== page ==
5. Reasoning

    The reasoning, or rationale, is the chain of argument which led the judges in either a majority or a dissenting opinion to rule as they did. This should be outlined point by point in numbered sentences or paragraphs.

    6. Separate Opinions

    Both concurring and dissenting opinions should be subjected to the same depth of analysis to bring out the major points of agreement and disagreement with the majority opinion. Make a note of how each justice voted and how they lined up. Knowledge of how judges of a particular court normally line up on particular issues is essential to anticipating how they will vote in future cases involving similar issues.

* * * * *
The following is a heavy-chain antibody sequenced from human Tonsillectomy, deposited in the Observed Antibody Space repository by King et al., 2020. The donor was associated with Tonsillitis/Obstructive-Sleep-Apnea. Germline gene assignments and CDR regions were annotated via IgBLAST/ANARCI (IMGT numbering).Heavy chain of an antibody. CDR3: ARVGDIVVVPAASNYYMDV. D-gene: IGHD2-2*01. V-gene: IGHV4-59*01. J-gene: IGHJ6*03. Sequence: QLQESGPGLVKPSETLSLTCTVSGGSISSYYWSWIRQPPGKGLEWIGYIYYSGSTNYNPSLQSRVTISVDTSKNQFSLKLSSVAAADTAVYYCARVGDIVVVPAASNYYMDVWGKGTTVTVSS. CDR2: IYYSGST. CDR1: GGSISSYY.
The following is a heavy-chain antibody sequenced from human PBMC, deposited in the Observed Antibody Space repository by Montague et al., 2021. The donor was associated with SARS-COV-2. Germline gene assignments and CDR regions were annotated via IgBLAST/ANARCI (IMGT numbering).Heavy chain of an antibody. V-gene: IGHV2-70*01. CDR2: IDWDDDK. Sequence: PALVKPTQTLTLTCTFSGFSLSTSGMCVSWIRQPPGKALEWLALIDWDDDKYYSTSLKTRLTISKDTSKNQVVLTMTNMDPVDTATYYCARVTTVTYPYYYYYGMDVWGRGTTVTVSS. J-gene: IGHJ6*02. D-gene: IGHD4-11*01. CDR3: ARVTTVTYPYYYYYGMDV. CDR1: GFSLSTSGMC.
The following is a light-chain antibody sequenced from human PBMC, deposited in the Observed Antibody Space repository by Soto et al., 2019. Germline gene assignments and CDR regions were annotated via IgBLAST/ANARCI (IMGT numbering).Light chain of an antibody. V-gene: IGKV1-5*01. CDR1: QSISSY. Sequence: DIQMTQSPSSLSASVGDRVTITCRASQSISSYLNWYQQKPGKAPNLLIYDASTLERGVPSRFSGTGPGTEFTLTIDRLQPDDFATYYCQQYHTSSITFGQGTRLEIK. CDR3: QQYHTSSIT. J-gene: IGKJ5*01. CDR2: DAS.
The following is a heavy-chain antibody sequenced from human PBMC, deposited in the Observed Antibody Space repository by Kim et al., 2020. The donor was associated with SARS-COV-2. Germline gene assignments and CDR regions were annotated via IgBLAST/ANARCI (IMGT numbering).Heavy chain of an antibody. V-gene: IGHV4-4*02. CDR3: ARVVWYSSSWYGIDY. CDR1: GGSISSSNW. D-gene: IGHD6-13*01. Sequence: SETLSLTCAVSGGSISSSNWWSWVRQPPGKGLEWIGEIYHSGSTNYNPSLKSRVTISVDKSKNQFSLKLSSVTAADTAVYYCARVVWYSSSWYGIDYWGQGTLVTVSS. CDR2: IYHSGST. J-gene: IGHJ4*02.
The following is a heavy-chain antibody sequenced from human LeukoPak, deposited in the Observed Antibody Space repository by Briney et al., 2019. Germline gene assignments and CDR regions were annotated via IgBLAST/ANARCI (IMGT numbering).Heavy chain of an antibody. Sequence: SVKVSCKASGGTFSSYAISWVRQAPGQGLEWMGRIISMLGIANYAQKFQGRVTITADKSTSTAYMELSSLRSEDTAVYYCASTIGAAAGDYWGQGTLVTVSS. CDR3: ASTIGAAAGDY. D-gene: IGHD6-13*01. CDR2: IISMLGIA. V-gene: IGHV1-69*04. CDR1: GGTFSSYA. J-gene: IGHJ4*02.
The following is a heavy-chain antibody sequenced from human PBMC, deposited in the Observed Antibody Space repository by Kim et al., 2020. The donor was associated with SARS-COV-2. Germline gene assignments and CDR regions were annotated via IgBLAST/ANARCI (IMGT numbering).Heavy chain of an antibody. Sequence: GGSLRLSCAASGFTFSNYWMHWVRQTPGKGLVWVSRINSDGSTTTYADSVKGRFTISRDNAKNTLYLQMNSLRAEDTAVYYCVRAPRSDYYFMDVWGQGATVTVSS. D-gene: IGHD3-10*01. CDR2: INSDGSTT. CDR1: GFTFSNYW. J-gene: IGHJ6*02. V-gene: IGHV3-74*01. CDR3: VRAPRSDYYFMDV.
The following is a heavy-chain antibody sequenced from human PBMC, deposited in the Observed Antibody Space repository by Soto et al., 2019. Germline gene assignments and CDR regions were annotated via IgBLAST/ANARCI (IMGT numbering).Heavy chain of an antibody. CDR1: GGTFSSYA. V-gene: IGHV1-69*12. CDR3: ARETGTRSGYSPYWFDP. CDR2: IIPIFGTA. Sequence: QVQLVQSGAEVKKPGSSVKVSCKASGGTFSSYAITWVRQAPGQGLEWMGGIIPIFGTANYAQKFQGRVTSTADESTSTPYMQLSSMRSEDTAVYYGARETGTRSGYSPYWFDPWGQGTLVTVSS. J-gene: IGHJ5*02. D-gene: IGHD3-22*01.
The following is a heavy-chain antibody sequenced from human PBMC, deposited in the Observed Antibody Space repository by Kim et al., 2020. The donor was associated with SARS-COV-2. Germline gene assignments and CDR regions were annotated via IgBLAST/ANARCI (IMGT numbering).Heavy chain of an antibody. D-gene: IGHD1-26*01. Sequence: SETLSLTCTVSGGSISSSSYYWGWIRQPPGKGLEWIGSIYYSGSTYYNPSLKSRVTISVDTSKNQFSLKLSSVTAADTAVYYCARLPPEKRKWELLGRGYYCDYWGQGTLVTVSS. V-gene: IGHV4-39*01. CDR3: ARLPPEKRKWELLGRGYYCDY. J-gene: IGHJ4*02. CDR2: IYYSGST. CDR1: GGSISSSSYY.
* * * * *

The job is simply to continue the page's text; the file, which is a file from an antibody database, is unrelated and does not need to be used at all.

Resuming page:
7. Analysis

    Here the student should evaluate the significance of the case, its relationship to other cases, its place in history, what it shows about the Court, its members, its decision-making processes, or the impact it has on litigants, government, or society. It is here that the implicit assumptions and values of the Justices should be probed, the "rightness" of the decision debated, and the logic of the reasoning considered.

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    Mt. Healthy City School District Board of Education v. Doyle,